Let me begin by sharing that I am FAR from all-or-nothing when it comes to technology. Most of my kids play video games daily. Laptops are often open during meals. Ipad games or movies occasionally babysit while I am getting work done in the next room. And I am just another parent who oscillates back and forth from “not healthy” to “helpful”, trying to find that screen time sweet spot in between. But no matter where I may be on a given day, I’m always honest with myself. And am confident that technology is affecting both our kids’ creativity and connection.
INTENTIONAL SCROLLING, OR NOT
Being a digital creator myself, I LOVE the fact that technology has made skills like graphic design and video creation approachable to even the novice. There are countless ways kids and adults can use technology in our everyday lives to be creative. But that is, if we are intending to do just that: be creative. While much of the world is using these super cool apps to feed their creativity or help answer a question, there are many more of us (adults and kids alike) mindlessly grabbing our phones, scrolling away and forgetting what got us there. The only problem with this innocent habit is that we are raising children who (by example) are rarely forced into boredom… and have little to no understanding of how to unearth their own creativity.
One GORGEOUS day last week, while noticing the neighborhood kids enjoy the splash pad and listening to happy screams from our nearby playground, I found my own kids playing video games in their rooms. I lost it, and once again, called for a digital detox. They were then quickly creating “cities” with chalk, the puzzles were being dusted off, snap circuits connected, old book series were pulled from the shelves and countless pieces of art were being hung. The creativity spigot opened back up, and few things make me happier. YET. Time and again, I let the technology creep back in. Remember when I talked about the creep in my blog post “ 6 Ways the Pandemic Changed Me?” It’s just so easy to do so.
In one of my favorite chapters of “Untamed” by Glennon Doyle, Glennon shares how her once creative teen’s phone use slowly replaced just about every one of his artistic hobbies. After years of having given him a phone, she simply took it away, cold turkey. Last year for Mother’s Day, I asked my (not yet phone owning) boys for one thing: to sit on my bed, and quietly listen to this chapter of Untamed. And after much eye rolling and whining, one son said to me as he said goodnight, “I get the phone thing Mom. I really do.”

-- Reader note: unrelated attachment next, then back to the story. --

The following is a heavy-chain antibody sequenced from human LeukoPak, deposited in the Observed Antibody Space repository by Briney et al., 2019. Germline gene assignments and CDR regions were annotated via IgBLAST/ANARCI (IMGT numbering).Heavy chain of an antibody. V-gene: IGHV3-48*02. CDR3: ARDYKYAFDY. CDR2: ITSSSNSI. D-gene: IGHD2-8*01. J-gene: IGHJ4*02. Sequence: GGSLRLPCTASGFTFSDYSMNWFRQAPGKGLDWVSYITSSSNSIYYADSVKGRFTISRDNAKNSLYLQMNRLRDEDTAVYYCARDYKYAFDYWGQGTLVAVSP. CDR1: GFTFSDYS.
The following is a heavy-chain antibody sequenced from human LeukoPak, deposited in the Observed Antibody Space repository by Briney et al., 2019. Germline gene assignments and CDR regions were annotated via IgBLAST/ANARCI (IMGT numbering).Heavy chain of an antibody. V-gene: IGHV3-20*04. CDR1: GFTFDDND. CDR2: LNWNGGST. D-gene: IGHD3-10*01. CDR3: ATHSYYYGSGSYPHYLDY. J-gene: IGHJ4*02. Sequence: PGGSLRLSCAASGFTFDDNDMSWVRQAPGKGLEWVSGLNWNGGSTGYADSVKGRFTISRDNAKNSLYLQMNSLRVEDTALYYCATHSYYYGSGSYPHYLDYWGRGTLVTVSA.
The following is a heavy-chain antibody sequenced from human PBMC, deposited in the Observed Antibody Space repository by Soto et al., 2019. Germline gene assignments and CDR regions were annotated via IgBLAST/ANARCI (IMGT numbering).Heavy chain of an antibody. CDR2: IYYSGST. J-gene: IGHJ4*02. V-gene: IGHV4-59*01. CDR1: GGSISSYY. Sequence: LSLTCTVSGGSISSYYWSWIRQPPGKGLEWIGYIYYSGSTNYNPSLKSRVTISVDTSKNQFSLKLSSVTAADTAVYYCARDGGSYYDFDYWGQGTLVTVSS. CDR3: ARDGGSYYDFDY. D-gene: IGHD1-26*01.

CONNECTED WITHOUT CONNECTING
Then there’s the issue of connection. When one son asked this week (about the most recent school shooting) “How could anyone do that Mom?”, the first thing that came to mind was to discuss the importance of connection. I shared the fact that we have become more and more disconnected with each other, often a result of being behind screens. We chatted about the fact that the children growing up in today’s world have fewer “close relationships.” When I see kids at our local park, not climbing the structures or playing pick-up, but gathered around a circle looking down at their phones, I feel a heavy heart. Don’t get me wrong, my kids are the FIRST to look over their shoulder and see what all the excitement is about. But they’re likely consuming the content of a stranger, or engaging with someone not present. In other words, missing the opportunity to play freely, and connect with those around them.
THE UPHILL CLIMB WORTH TACKLING
I understand that technology, smartphones and social media aren’t going away any time soon. And I know that when the time feels right, I will slowly allow my kids to join their smartphone and snapchatting peers. But I do feel that even though it often feels like an uphill battle and is ALWAYS inconvenient, we must intentionally break from technology so our children can appreciate both creativity and connection. Two things that have and will continue to bring so much joy into our lives. And two things that bring authentic happiness to anyone who creates the space for them.